Tuchklaper, Sally (Birenbaum)
Radom (Poland), Blizin, Auschwitz, Crazha (Czechoslovakia)
Mrs. Sally Tuchklaper was born in Radom, Poland in 1919. The family consisted of her parents, Esther and Berek Birenbaum, two sisters and one brother. Maternal grandparents and paternal grandparents also lived in Radom along with well over 100 other relatives. Mrs. Tuchklaper describes her life in Radom as happy, with close ties to a very large family, in a community where Jews and Gentiles lived in harmony. She recalls very little anti-Semitism.
When the Germans occupied Radom, Mrs. Tuchklaper recalls that the family members were frightened because they didn’t know what was going to happen to them. She remembers the changes that began to take place. Her father was not allowed to work, other men (and some women) were taken from their homes to do jobs for the Germans. She recalls that some of the men came home at the end of the day while others never came home. It was in this manner that her father was taken and she never saw him again.
Mrs. Tuchklaper volunteered for work sewing at a uniform factory in Radom. She recalls being allowed to return home at the end of each day until the time the Germans established permanent barracks. She describes her working conditions and indicates that at this point she was still allowed to return home each Sunday. She describes additional changes that took place and she recalls that upon returning home one Sunday she learned that her mother had been taken. She never saw her mother again.
After approximately two years working in the uniform factory, Mrs. Tuchklaper remembers being told to pack her things. She recalls being taken to a train for transport to Blizin labor camp. She describes the overcrowded conditions, lack of sanitary facilities, and illness. She also describes the work she did in the camp, the living conditions, and the deaths that resulted from a typhus epidemic.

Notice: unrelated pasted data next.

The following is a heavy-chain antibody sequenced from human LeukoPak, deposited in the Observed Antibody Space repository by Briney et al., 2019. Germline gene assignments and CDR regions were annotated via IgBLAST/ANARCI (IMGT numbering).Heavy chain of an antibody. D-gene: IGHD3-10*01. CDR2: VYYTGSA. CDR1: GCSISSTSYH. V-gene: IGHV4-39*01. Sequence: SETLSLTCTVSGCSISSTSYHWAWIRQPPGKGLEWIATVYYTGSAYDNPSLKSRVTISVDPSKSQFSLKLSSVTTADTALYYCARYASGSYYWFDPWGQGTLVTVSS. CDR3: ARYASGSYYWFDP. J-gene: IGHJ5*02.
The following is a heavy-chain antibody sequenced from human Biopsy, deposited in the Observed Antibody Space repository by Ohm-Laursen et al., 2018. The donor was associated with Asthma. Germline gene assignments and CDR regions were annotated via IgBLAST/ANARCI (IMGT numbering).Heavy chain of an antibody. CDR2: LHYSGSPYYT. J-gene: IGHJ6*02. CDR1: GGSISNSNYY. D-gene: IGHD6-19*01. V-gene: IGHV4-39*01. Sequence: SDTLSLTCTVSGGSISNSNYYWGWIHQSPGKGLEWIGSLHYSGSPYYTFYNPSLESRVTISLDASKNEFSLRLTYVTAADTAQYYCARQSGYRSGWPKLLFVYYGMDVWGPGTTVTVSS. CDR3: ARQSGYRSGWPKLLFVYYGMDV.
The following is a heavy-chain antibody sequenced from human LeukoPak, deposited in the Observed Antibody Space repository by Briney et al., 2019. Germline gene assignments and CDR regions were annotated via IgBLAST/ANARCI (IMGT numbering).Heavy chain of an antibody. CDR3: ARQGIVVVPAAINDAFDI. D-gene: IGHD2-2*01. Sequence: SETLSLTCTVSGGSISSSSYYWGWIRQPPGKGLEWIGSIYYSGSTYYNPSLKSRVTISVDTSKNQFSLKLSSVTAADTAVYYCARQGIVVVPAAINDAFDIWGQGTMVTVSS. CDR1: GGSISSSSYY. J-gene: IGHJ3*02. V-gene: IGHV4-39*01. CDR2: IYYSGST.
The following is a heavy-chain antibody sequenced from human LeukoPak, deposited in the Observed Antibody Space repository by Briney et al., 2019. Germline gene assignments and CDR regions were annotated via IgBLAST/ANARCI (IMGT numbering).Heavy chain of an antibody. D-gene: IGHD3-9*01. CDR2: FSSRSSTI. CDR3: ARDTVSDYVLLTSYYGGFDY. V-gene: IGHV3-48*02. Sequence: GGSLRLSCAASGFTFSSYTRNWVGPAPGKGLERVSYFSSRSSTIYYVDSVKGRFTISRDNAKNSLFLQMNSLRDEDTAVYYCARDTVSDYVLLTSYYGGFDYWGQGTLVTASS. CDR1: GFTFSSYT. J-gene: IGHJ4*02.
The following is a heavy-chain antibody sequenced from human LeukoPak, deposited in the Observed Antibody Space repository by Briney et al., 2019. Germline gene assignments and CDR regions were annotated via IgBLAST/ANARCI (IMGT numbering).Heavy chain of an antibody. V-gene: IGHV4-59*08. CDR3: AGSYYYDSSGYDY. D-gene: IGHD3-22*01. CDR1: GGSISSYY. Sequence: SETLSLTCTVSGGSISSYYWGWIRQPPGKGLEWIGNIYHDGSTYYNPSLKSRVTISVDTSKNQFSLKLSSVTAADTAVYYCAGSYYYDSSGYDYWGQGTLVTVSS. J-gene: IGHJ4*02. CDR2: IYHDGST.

After a stay of approximately one and half years at Blizin, Mrs. Tuchklaper recalls being transported by train to the Auschwitz concentration camp. She describes the overcrowded conditions on the train and recalls that many died during the trip. Mrs. Tuchklaper describes the selection process at Auschwitz, how she felt when she saw the barbed wire, the work she was forced to do, the inhuman treatment of the guards and the lack of food. She describes the beating she received during her first day at Auschwitz. She also recalls that medical experiments were being done.
After a seven or eight month stay at Auschwitz, Mrs. Tuchklaper recalls that 300 girls were transported to a factory in Crazha, Czechoslovakia. She worked in a gas mask factory and describes both the working and living conditions. She recalls that the female guards treated the girls worse than any other guards had treated them before.
Mrs. Tuchklaper remembers that the girls knew something strange was happening when all materials in the factory were shipped out. On the morning of May 8, 1945 she recalls that she woke up and noticed that the door was open and the guards were missing. The factory workers were liberated by the Russian Army and Mrs. Tuchklaper describes her feelings at that time.
In 1948, Mrs. Tuchklaper traveled by boat from Munich, Germany to Montreal, Canada with her husband and daughter. Five years later the family moved to Detroit, Michigan.
Date: April 2, 1986
Interviewer: Anita Schwartz
Length: 46 minutes